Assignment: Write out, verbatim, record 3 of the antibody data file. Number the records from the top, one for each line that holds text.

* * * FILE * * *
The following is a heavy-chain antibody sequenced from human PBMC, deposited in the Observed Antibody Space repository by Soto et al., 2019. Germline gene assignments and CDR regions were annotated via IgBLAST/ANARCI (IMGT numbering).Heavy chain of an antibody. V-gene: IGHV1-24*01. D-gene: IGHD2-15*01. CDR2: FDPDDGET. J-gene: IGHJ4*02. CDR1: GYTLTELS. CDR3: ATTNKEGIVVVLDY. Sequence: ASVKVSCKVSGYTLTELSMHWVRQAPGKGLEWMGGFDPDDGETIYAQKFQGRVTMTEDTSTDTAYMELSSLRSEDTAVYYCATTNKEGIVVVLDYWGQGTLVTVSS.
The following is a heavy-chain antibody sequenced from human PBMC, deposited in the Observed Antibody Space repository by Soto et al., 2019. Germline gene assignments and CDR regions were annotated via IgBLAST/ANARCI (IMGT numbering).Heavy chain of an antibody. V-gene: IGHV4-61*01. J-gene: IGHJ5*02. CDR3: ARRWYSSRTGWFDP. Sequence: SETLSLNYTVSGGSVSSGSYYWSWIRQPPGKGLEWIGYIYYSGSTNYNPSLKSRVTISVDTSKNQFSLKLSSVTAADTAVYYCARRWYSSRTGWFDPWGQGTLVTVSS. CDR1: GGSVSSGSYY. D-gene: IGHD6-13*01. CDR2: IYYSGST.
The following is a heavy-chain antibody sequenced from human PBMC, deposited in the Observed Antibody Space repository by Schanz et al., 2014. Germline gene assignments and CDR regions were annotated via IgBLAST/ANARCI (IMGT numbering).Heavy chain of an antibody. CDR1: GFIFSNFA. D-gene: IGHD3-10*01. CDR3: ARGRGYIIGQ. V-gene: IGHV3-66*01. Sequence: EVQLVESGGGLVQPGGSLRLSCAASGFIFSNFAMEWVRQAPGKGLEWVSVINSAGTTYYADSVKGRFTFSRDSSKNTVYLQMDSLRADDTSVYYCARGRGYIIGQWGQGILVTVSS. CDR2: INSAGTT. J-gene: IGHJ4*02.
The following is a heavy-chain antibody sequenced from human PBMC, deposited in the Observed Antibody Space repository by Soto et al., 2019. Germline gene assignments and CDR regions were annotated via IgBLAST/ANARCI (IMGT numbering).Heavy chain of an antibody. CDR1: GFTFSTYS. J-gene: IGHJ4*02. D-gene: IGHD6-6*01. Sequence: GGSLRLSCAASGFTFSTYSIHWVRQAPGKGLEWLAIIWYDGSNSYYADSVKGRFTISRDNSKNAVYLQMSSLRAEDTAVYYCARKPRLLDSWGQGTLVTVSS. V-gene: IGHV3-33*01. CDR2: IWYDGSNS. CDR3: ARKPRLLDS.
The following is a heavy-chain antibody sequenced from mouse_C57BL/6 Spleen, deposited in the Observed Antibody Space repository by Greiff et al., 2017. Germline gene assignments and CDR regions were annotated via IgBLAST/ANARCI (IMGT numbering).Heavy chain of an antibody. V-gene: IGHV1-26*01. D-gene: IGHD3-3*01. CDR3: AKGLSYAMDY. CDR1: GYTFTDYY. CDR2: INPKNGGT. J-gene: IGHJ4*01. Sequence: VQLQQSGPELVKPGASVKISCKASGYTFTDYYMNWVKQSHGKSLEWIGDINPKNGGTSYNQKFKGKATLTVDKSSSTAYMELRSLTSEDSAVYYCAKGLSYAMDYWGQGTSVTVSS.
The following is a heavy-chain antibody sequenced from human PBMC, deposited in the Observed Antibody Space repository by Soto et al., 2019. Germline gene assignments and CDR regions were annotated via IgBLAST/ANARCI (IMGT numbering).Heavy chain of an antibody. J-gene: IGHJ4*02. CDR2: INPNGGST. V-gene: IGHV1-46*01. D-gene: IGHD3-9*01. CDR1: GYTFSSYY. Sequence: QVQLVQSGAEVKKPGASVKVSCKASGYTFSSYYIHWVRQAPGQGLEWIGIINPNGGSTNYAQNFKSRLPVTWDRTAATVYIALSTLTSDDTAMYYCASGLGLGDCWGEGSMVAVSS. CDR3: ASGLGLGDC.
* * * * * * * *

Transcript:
The following is a heavy-chain antibody sequenced from human PBMC, deposited in the Observed Antibody Space repository by Schanz et al., 2014. Germline gene assignments and CDR regions were annotated via IgBLAST/ANARCI (IMGT numbering).Heavy chain of an antibody. CDR1: GFIFSNFA. D-gene: IGHD3-10*01. CDR3: ARGRGYIIGQ. V-gene: IGHV3-66*01. Sequence: EVQLVESGGGLVQPGGSLRLSCAASGFIFSNFAMEWVRQAPGKGLEWVSVINSAGTTYYADSVKGRFTFSRDSSKNTVYLQMDSLRADDTSVYYCARGRGYIIGQWGQGILVTVSS. CDR2: INSAGTT. J-gene: IGHJ4*02.